This list wouldn’t be complete without representation from 5.11, one of the most popular manufacturers of tactical gear. The Range Master duffel isn’t what I’d call inexpensive, with a price of $165, but there’s so much packed into this bag that it earned the best value spot on our list. For starters, the main bag is well-built and large enough to store large items like helmets, extensive cleaning kits, and weapons as big as disassembled AR pistols. There’s MOLLE inside and out. The underside of the lid has elastic retainers for four rifle magazines and eight pistol magazines, and two zippered pouches for loose items like earplugs and small tools. It comes with two separate bags that are great for keeping ammunition organized, plus a pistol case with a padded divider to keep two handguns protected, and storage for five more magazines. If you want to experience high-end gear without paying exorbitant prices, this is the way to do it. (Scott Murdock)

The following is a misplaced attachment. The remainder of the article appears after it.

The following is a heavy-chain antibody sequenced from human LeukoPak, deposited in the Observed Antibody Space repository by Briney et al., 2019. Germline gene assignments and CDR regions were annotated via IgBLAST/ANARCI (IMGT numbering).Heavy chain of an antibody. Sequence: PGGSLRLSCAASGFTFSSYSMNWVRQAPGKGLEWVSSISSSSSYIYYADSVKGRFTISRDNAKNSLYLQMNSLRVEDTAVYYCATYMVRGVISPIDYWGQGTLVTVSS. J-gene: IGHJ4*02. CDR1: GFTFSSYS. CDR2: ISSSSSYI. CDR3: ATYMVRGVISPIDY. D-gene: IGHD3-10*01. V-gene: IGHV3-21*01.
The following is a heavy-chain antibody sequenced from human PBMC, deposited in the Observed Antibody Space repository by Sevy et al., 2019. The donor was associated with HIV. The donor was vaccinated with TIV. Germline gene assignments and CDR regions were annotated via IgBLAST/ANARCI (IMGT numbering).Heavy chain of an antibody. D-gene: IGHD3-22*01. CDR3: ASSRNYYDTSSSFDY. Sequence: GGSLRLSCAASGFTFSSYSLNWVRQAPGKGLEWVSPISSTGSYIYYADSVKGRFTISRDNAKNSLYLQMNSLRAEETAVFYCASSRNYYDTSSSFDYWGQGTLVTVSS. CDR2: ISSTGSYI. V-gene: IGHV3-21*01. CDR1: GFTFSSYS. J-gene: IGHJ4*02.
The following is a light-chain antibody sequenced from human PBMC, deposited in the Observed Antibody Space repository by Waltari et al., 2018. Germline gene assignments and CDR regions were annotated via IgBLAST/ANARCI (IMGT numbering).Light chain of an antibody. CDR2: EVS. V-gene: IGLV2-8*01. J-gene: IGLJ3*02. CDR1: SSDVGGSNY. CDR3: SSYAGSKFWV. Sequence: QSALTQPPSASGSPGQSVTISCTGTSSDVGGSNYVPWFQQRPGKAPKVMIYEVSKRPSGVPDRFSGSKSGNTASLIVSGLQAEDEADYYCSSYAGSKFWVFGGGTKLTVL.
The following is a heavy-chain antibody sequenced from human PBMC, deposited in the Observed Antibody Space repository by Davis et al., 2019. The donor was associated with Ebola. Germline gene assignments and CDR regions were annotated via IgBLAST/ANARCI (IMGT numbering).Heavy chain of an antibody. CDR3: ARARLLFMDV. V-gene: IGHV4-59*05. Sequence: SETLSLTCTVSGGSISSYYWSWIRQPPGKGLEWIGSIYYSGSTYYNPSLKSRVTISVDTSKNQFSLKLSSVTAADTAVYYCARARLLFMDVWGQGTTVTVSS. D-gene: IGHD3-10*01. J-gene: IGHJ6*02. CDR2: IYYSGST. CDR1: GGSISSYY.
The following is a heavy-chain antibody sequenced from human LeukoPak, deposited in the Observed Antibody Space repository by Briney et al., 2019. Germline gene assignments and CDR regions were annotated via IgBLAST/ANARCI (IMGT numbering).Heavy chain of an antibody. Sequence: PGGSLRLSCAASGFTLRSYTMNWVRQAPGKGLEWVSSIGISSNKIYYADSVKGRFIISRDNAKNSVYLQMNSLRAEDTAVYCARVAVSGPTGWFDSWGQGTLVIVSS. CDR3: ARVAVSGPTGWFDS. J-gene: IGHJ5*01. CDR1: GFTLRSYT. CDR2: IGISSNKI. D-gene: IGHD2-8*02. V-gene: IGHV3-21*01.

The Vertx COF doesn’t look like your typical range bag, and that might just be its biggest asset. Rather than announcing its presence with MOLLE panels and tactical-themed styling, the COF flies under the radar like a small piece of carry-on luggage. That makes it ideal for shooters who frequent urban indoor ranges and don’t want to draw attention during the walk from the parking lot. Inside, it’s got a hard shelf that separates upper and lower compartments, organizational pouches, and a removable pouch for six pistol magazines. At nearly $200, the heavy version of the COF range bag is definitely a premium item. That price––and its empty weight of six pounds––might be a bit much for casual shooters, but regulars will appreciate the build quality and attention to detail. (Joel Mason)
For those of you who prefer a hands-free range bag (and I don’t blame you), this backpack from GPS could be just the ticket. Durability comes front and center with this range bag. Thick, 1,000-denier polyester stands up incredibly well to scrapes, gouges, and extreme temperatures. Dedicated compartments for three pistol cases, ammunition, and all your extra gear keep things organized. There are even labels for things like ear and eye protection, targets, a stapler, and your keys. There’s no room for anything larger than most pistols, but having both hands free allows you to carry long guns separately without too much hassle. The asking price of $140 isn’t cheap, but it gets you a quality item that’s built tough––and tough to beat. Added bonus: this range bag looks enough like an assault pack that you could probably get away with using it for annual qualification. (Drew Shapiro)